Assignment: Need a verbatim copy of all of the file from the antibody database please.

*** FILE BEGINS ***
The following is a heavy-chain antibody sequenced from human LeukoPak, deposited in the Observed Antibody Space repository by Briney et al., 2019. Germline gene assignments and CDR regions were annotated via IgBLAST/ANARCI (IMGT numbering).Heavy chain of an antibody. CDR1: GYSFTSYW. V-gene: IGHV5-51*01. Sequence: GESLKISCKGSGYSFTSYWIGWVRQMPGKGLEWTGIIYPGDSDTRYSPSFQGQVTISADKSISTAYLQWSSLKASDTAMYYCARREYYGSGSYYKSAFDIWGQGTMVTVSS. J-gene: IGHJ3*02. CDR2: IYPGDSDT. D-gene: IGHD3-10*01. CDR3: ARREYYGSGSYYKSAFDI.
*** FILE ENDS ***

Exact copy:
The following is a heavy-chain antibody sequenced from human LeukoPak, deposited in the Observed Antibody Space repository by Briney et al., 2019. Germline gene assignments and CDR regions were annotated via IgBLAST/ANARCI (IMGT numbering).Heavy chain of an antibody. CDR1: GYSFTSYW. V-gene: IGHV5-51*01. Sequence: GESLKISCKGSGYSFTSYWIGWVRQMPGKGLEWTGIIYPGDSDTRYSPSFQGQVTISADKSISTAYLQWSSLKASDTAMYYCARREYYGSGSYYKSAFDIWGQGTMVTVSS. J-gene: IGHJ3*02. CDR2: IYPGDSDT. D-gene: IGHD3-10*01. CDR3: ARREYYGSGSYYKSAFDI.